Recently in On the Media Podcast
Friday, May 16, 2014
How Boko Haram caught the international media's attention, why The New York Times fired Jill Abramson, and a look back at joke censorship in the Soviet Union.
Wednesday, May 14, 2014
For OTM's special hour on Washington DC, Bob spoke with Armando Iannucci, the creator and executive producer of HBO's hit comedy "Veep." We liked that conversation so much, we decided to put up an extended cut here. Iannucci tells Bob about his fascination with American politics, how the show manages to capture the unglamorous details of the nation's capital, and why everyone inside the beltway claims to know a "Jonah," but no one claims to be one.
Sunday, May 11, 2014
Kim Correa loves the online game DayZ, which lets you interact with other humans during a zombie apocalypse. DayZ's appeal is that it allows weird, spontaneous interactions between players. It also allows really terrible ones. Kim talks about her experience of being raped in a virtual world -- something she doesn't quite know what to do with. We also talk to writer Julian Dibbel, who wrote about how one online community dealt with a virtual rape back in 1993.
Friday, May 09, 2014
OTM has traveled the world exploring the nexus of media and society, reaching such far off places as Russia, China, and Egypt. But the center of American politics and power had been overlooked—until now. This week Bob travels to Washington, DC to investigate perception and reality, money and celebrity and the evolving role of the media in the nation’s capital.
Monday, May 05, 2014
In 2005, Alex Tew was a 21-year-old entrepreneur who wanted to make a million dollars before college. The only problem was he had literally nothing of value to sell. So he made The Million Dollar Homepage -- possibly the most ambitiously garish website ever created.
Friday, May 02, 2014
A special hour of stories about reporting on medical science. The misreporting of the effect of vaccines on autism, tracking retractions in medical journals, and a century old hoax that went uncorrected for forty years.
Sunday, April 27, 2014
When Wired reporter Andy Greenberg read Newsweek's cover story claiming to have found mysterious Bitcoin creator Satoshi Nakamoto, he was disappointed. Not so much that the mystery had been solved, but that the answer to the search was not all that interesting. But then, as the Newsweek started getting picked apart, he got a tip about another possible Bitcoin creator: a very ill, very brilliant cryptographer named Hal Finney.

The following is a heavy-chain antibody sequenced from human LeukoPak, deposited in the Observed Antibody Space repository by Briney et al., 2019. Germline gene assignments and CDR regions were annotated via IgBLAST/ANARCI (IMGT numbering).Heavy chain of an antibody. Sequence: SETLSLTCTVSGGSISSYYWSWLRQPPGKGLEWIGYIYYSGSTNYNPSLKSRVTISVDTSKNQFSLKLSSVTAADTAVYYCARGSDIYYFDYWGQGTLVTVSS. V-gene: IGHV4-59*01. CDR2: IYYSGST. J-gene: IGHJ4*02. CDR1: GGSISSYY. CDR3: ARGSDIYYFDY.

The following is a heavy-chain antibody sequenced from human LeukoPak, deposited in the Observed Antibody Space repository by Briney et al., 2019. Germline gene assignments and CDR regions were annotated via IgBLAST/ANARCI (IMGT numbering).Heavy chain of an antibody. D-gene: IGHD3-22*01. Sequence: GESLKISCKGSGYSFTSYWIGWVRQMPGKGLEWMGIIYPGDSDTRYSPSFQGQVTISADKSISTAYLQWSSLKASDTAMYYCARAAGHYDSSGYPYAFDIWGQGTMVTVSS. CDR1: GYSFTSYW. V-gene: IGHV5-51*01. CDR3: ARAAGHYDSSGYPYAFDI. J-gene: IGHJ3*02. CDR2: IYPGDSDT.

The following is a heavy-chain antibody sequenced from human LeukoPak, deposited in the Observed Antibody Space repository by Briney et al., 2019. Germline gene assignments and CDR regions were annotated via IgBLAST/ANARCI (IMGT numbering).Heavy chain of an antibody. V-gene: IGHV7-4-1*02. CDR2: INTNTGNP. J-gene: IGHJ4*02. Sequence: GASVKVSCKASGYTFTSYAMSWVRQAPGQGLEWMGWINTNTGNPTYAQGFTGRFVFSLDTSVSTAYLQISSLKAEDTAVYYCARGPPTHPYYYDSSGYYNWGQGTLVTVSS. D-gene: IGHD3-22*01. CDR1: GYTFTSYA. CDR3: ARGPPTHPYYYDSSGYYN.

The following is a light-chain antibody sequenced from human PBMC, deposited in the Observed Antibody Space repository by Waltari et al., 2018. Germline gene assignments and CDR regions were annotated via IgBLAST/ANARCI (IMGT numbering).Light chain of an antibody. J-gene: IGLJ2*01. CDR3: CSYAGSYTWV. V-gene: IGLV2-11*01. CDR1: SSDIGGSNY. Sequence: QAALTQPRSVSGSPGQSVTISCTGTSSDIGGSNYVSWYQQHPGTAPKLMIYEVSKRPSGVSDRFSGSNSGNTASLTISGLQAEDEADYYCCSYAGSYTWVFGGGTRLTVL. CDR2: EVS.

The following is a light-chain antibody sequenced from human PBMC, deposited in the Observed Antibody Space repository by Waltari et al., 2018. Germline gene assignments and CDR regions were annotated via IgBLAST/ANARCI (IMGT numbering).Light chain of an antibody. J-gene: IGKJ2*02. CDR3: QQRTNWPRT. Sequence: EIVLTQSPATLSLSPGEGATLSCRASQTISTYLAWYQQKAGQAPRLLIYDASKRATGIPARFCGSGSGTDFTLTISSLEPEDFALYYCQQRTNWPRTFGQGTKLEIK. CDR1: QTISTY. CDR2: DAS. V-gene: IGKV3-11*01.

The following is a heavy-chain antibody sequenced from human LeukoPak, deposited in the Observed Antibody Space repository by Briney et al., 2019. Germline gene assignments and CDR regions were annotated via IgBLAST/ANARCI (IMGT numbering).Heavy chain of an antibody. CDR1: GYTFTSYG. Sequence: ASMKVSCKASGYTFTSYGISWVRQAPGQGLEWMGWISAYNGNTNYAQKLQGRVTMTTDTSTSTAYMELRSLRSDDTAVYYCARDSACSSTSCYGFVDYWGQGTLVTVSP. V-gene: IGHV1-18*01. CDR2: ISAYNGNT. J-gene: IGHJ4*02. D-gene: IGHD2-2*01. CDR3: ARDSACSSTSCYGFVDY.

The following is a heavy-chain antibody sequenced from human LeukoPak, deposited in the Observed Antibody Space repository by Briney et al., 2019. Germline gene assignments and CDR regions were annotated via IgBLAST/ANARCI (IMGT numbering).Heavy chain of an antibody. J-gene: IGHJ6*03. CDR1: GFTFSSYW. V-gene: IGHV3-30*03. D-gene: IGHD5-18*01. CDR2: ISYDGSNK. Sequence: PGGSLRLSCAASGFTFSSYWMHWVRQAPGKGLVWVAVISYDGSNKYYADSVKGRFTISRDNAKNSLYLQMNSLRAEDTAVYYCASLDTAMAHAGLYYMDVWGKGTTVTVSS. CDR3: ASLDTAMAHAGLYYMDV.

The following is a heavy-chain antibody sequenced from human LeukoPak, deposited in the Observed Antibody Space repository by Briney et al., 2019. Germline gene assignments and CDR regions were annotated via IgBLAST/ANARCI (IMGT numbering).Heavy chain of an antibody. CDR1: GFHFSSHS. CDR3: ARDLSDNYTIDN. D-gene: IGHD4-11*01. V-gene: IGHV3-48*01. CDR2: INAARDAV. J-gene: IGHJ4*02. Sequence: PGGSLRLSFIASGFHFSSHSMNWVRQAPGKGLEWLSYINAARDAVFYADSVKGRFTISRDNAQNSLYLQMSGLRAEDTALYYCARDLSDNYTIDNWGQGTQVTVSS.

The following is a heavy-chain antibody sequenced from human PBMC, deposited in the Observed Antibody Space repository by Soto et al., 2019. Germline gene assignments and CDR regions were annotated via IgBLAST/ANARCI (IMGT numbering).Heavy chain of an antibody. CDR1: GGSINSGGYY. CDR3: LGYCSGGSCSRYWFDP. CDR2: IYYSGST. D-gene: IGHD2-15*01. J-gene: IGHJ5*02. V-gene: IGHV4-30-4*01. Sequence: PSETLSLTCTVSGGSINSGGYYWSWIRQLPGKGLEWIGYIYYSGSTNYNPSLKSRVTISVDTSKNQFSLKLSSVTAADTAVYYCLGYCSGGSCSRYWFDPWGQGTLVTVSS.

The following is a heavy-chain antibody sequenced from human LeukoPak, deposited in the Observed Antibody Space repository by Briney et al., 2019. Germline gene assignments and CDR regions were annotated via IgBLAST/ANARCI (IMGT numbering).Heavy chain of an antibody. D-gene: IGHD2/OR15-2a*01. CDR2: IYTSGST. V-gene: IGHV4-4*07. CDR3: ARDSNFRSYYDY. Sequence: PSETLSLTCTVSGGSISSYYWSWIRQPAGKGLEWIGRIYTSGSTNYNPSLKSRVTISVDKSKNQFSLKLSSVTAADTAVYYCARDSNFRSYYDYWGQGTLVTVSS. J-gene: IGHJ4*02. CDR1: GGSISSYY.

Andy Greenberg is the author of This Machine Kills Secrets: How WikiLeakers, Cypherpunks, and Hacktivists Aim to Free the World's Information.
Friday, April 25, 2014
CNN's never-ending coverage of the lost Malaysian Airlines plane, an FCC blow to net neutrality, and why there are so many terrible political memoirs.
Sunday, April 20, 2014
Earlier this week, a commenter named Y. Woodman Brown posted his online passwords in the Washington Post comments section to show just how little his online security mattered to him. It was quickly picked up by the press as an example of online security hubris. Naturally, we had to find him. Alex talks to Y. Woodman Brown and the person who hijacked his Twitter account after the passwords were posted.
Friday, April 18, 2014
A special theme hour - starring a computer competing against a comedian for laughs, the Army's recruitment chatbot, and Google crushing on robots.
Friday, April 11, 2014
A fond farewell to Stephen Colbert's character, remembering the genocide in Rwanda 20 years ago, and a report on the skin lightening industry.
Monday, April 07, 2014
Friday, April 04, 2014
A conversation with former FCC commissioner Michael J. Copps, communicating climate change to the public, and EU sanctions against Russia's chief propagandist.
Friday, March 28, 2014
The Obamacare advertising blitz tries to reach the young and uninsured, the annexation of Crimea creates a dilemma for map makers, and the history of those ubiquitous online quizzes.
Friday, March 21, 2014
Russia's new propaganda war, not-so-private metadata, and the people with the keys to the internet.
Thursday, March 20, 2014
In 1966, a bored college freshman created Project Flame, an early computer dating system that promised to pair lonely hearts. Project Flame was an overnight sensation. The only problem was that the guy who founded didn't have a computer. Or any idea how to use one.
Friday, March 14, 2014
How the media are covering the story of the missing Malaysia Airlines flight, the re-birth of the First Amendment, and copyright law in outer space.
Monday, March 10, 2014
Sgt. Star is the army’s robot. Specifically, he’s a chatbot designed to influence potential recruits to enlist in the US Army. So how do we feel about that? Alex talks to the Army and a reporter who's covered recruitment abuses to figure out if we're better or worse off for having a Siri who can talk us into going to war.
Friday, March 07, 2014
The effort to preserve journalistic freedom during the Crimean crisis. Plus, Bob Garfield issues a special report on the streaming video revolution.